Month: June 2004

Finally got my Cocoon Documentum Transformer fully functional this evening thanks to the good folks at the Cocoon Users Mailing List. My problem was that the Documentum xDQL query was returning a full XML document. When I tried to parse that, the extra startDocument and endDocument calls were causing the runtime exception (archived mailing list thread).

Now that I have my transformer working, I can configure any number of XML docs I want, each with any number of xDQL queries against any docbase my server can see. This is real handy because there are times when you want to run the same query against multiple docbases. I’ve currently got the pipeline configured to style the query results using a generic xDQL-to-HTML stylesheet, but now that I’ve got everything working, the sky is the limit. Here are some ideas…

Documentum admin portal

Go to one page and see very quickly what the status is of key metrics across all Documentum servers, docbases, and environments (Dev, QA, Prod). This is easily done using Cocoon’s aggregation of my styled query results. If I really wanted to get fancy I could use the Cocoon portal framework and create an honest-to-goodness portal with multiple users and profiles (different users might want to monitor different things on different docbases) as well as security.

But, at some point, this thing starts to approach the out-of-the-box Documentum Administrator client and I’m definitely not up for reinventing that wheel. So, this one is a lower priority.

Documentum RSS alerts

Create one or more RSS feeds that will syndicate alerts for things in the environment that need attention. To do this, I’ll add another transformation in my pipeline that will apply business logic to the query results and format “alerts” as XML. I will then add an alert-XML-to-RSS stylesheet. (I’m separating the two because I might want to format alerts in HTML). Once that is in place, I can use a news aggregator like Amphetadesk or NewsMonster to poll my Documentum RSS alerts periodically for things that need attention.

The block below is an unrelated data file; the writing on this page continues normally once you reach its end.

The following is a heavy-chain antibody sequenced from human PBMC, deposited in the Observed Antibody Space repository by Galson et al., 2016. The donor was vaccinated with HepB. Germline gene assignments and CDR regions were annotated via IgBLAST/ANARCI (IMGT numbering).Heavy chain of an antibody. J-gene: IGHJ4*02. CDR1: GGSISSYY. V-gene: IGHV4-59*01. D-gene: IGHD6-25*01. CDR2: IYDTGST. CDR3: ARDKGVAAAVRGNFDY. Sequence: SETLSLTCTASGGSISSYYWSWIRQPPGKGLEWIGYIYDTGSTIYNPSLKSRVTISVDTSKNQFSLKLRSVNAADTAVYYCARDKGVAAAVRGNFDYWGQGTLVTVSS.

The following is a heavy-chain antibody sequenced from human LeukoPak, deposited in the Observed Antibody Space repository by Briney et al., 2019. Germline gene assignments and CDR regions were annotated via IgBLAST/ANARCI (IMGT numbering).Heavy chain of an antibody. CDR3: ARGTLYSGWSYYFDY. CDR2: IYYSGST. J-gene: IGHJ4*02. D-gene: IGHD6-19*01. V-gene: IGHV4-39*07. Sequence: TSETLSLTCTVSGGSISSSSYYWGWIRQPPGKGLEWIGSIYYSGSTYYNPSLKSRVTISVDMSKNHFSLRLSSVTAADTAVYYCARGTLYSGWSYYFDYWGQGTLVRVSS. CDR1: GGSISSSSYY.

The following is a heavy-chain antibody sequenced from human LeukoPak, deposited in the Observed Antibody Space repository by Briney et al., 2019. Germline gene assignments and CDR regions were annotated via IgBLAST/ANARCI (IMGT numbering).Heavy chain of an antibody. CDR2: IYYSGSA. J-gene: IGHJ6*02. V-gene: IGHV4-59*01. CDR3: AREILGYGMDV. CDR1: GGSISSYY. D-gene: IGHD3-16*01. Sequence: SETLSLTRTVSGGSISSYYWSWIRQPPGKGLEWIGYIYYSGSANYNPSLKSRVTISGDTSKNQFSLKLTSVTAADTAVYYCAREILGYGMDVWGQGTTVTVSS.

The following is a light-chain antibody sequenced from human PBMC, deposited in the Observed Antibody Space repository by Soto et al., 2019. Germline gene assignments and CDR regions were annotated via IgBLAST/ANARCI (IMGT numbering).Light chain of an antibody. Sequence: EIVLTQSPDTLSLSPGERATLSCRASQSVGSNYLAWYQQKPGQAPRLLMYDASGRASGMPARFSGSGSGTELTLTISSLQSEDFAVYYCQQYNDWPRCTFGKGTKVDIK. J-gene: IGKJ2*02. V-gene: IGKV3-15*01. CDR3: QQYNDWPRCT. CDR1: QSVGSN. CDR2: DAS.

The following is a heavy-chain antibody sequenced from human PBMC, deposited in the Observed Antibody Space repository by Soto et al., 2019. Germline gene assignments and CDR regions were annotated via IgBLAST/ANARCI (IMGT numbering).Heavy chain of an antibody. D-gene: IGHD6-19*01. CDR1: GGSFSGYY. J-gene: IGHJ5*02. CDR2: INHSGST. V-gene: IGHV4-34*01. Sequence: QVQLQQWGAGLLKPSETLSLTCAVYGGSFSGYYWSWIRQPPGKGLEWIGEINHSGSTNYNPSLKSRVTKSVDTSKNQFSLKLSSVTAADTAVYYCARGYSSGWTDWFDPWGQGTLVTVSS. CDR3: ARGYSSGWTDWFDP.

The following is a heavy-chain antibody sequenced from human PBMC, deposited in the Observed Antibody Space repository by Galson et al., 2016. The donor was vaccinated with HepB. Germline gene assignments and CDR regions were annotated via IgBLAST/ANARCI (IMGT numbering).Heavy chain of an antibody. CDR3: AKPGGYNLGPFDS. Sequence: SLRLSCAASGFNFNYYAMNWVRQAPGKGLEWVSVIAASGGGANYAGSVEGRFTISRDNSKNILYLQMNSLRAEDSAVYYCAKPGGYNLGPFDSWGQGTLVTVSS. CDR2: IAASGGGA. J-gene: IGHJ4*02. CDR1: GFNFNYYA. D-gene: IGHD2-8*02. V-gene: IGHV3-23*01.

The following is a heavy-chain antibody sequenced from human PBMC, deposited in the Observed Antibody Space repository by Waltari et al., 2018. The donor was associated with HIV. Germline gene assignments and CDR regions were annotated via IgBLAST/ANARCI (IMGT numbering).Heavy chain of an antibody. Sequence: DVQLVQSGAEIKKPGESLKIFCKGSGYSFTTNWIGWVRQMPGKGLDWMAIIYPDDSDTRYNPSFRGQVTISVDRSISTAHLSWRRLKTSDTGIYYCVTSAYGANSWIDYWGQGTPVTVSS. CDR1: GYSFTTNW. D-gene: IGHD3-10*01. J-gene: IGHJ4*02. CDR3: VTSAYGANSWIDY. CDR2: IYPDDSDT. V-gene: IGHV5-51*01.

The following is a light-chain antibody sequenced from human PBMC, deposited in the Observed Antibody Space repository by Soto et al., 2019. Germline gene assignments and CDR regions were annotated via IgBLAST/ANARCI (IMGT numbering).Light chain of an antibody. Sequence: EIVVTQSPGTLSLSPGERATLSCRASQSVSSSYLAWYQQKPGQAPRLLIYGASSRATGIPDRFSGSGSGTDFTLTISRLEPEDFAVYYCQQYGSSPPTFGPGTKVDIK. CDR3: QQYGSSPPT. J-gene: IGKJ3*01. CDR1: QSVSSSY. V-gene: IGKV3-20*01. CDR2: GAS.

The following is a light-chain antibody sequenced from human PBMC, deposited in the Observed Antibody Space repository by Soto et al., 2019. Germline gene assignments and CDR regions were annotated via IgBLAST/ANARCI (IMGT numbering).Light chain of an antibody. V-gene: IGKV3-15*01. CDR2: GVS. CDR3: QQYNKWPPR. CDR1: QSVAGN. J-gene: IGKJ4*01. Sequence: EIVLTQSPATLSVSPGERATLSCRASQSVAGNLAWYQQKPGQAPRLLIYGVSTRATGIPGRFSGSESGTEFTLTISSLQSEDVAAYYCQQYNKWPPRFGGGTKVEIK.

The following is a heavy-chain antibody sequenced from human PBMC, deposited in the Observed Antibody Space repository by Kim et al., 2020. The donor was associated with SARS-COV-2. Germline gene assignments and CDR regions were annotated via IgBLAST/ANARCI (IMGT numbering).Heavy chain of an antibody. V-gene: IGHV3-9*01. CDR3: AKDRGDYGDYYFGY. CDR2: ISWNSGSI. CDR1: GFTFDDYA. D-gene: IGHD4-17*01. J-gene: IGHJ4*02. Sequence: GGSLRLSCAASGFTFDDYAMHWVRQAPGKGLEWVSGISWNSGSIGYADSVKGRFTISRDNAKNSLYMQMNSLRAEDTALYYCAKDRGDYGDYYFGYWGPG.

This one is nice because it does not force the admins to go to a web page–they just leave their aggregator running on their desktop.

Return Documentum Query Results in a Spreadsheet

Sometimes you’d like to be able to query multiple docbases and have the results in a spreadsheet so you can then do some analysis or whatever. Today you have to query each docbase and then cut-and-paste the results. With my transformer in place, I ought to be able to spit my query results into an Excel spreadsheet, PDF, SVG, whatever.

Open source and visible source.

Zope Corp.’s layered strategy of engagement with open source and visible-source communities is a compelling blend of the strengths of free and commercial software development. In two previous columns, Open source citizenship and Giving back to open source, I explored the tendency of enterprises to fork open source projects rather than join them. Pedhazur suggests that a commercial entity supporting both an open source base and a visible-source layered product can reduce the need to fork. By outsourcing code enhancements, the argument goes, an enterprise can enjoy single-throat-to-choke control without seceding from a project’s community. It remains to be seen how broadly this model can apply, but in cases where it does, what’s not to like? [Full story at]